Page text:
Anyways, the context of the series is very simple yet plays out in a captivating way. Or at worst case scenario, it does for the first half of the show. It is very subjective to tell for how long it can remain interesting, since in all honesty the story is typical, the pacing is slow, and the games are made to look way more exciting that what they actually are. If you are into romances, you will definitely like it but it will otherwise feel like nothing more than just another simple tale of awkward people who don’t just tell what they feel and end the whole mess in ten seconds. After the core mechanics have been established and the characters are in need of development, you get some very interesting first dozen episodes. Afterwards, the plot offers very little in terms of development and you can skip another dozen without missing much before the show ends openly. And by openly I mean NOTHING is resolved, both in the romantic part or the game part.
So no, you are not going to watch this for the story or the game but for the character bonding. It is all about the characters LEARNING of the game and interacting with each other (thus accomplishing things the game aspect would normally be doing in similar shows). We have the geeky boy prodigy, grandson of a super powerful Karuta champion, picking up his grandfather’s footsteps. We have the tomboy girl who is in love with geeky boy and plans to be good in the game just to win his attention (far fetched but it works). We have the second boy rival-gone-ally, who is in the team after realizing bullying them to stop is not going to achieve anything and steadily falls in love with her. And we have all sorts of situations where Ayase (the girl) is slowly realizing the means to be a good player and how fun it is when you manage to do all of it right and get a card faster than anyone else.
In theory it all works fine. It constantly delves into their romantic and angst-filled lives, so it is captivating despite the plot being basic and the pacing slow. I am not so sure about all those secondary characters though; many feel underwhelming and sometimes eat up more time than they deserve. This always was about just the main trio; everybody else is an unneeded extra. The characters are otherwise likable without being anything uncommon (couldn’t be more stereotypical), and the game they are in is interesting to study (but not stare or play).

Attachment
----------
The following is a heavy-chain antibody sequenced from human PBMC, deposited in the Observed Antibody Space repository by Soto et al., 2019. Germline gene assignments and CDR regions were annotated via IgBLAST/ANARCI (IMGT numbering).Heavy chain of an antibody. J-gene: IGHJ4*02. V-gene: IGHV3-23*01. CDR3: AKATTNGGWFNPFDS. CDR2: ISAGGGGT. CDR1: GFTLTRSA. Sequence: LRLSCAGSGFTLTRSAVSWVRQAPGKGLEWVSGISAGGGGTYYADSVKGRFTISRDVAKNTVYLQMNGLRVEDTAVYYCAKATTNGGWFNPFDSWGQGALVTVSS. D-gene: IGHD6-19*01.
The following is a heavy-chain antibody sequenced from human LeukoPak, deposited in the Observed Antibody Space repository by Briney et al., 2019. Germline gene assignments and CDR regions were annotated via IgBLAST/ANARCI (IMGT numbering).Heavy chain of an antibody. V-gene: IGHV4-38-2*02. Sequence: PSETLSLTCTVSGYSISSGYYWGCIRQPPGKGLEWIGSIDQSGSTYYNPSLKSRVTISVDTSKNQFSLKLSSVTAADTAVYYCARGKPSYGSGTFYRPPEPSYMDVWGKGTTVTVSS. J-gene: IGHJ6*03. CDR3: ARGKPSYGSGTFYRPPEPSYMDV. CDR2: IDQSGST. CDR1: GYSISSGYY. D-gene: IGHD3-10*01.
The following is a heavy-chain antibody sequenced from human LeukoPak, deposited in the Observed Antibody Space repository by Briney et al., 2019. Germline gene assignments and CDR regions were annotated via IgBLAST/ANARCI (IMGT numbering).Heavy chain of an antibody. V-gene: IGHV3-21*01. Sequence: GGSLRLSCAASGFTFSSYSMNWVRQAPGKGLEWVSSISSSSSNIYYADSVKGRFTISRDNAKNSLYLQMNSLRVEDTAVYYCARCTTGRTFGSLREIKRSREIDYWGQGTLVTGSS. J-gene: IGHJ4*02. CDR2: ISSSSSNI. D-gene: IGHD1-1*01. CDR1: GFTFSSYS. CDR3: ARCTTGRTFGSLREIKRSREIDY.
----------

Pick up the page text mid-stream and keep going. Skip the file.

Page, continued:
So in all, Karuta is there as motivation for friendship and romance and not as the meaning of life, as in the case of so many other card game anime. At the same time it flavours the otherwise simple lives of the three main characters, as without it, it just looks as yet another dorama most people would get bored of fast. Of course it may end up being boring anyways once you realize there is nothing resolved in the end but it sure feels more colourful than the “one of the same” dull premise of such shows.
… And seriously, watch it for the characters and not for the game.
And now for some excused scorings.
ART SECTION: 7/10
General Artwork 2/2 (looks nice)
Character Figures 1/2 (generic)
Backgrounds 2/2 (basic but fitting with the feeling of the series)
Animation 1/2 (basic)
Visual Effects 1/2 (basic)
SOUND SECTION: 6/10
Voice Acting 2/3 (corny but fitting with the feeling of the series)
Music Themes 2/4 (average)
Sound Effects 2/3 (ok I guess)
STORY SECTION: 5/10
Premise 2/2 (interesting)
Pacing 1/2 (slow)
Complexity 1/2 (not much)
Plausibility 1/2 (so-so)
Conclusion 0/2 (doesn’t exist)
CHARACTER SECTION: 6/10
Presence 1/2 (generic)
Personality 2/2 (cheesy but well founded)
Backdrop 1/2 (generic and simplistic but it’s there)
Development 2/2 (strong)
Catharsis 0/2 (doesn’t exist)
VALUE SECTION: 4/10
Historical Value 0/3 (I don’t see it leaving any mark in history)
Rewatchability 1/3 (low because of the slow and simple plot)
Memorability 3/4 (the combination of card games and romance make it rather memorable)
ENJOYMENT SECTION: 5/10
I liked the romance for awhile but then it became too slow and ended openly. Plus, I never liked Karuta.